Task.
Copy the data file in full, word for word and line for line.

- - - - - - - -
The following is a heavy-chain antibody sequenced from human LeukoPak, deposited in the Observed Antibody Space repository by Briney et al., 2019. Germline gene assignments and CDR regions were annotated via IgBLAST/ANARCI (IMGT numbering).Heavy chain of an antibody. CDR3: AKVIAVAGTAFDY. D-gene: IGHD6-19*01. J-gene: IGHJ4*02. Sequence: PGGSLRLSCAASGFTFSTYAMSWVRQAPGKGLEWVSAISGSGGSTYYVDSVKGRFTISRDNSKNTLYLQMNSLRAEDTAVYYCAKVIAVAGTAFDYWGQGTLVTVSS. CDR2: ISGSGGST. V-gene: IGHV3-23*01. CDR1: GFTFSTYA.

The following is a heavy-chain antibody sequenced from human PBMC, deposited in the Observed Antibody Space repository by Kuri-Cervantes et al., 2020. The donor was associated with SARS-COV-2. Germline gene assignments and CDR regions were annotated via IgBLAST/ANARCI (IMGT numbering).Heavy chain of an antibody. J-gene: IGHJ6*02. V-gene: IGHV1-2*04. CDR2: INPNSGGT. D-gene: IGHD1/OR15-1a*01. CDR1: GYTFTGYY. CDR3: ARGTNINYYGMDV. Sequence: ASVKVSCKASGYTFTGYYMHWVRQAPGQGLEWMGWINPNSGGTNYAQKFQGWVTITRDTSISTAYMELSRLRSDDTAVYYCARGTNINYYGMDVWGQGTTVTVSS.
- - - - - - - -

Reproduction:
The following is a heavy-chain antibody sequenced from human LeukoPak, deposited in the Observed Antibody Space repository by Briney et al., 2019. Germline gene assignments and CDR regions were annotated via IgBLAST/ANARCI (IMGT numbering).Heavy chain of an antibody. CDR3: AKVIAVAGTAFDY. D-gene: IGHD6-19*01. J-gene: IGHJ4*02. Sequence: PGGSLRLSCAASGFTFSTYAMSWVRQAPGKGLEWVSAISGSGGSTYYVDSVKGRFTISRDNSKNTLYLQMNSLRAEDTAVYYCAKVIAVAGTAFDYWGQGTLVTVSS. CDR2: ISGSGGST. V-gene: IGHV3-23*01. CDR1: GFTFSTYA.

The following is a heavy-chain antibody sequenced from human PBMC, deposited in the Observed Antibody Space repository by Kuri-Cervantes et al., 2020. The donor was associated with SARS-COV-2. Germline gene assignments and CDR regions were annotated via IgBLAST/ANARCI (IMGT numbering).Heavy chain of an antibody. J-gene: IGHJ6*02. V-gene: IGHV1-2*04. CDR2: INPNSGGT. D-gene: IGHD1/OR15-1a*01. CDR1: GYTFTGYY. CDR3: ARGTNINYYGMDV. Sequence: ASVKVSCKASGYTFTGYYMHWVRQAPGQGLEWMGWINPNSGGTNYAQKFQGWVTITRDTSISTAYMELSRLRSDDTAVYYCARGTNINYYGMDVWGQGTTVTVSS.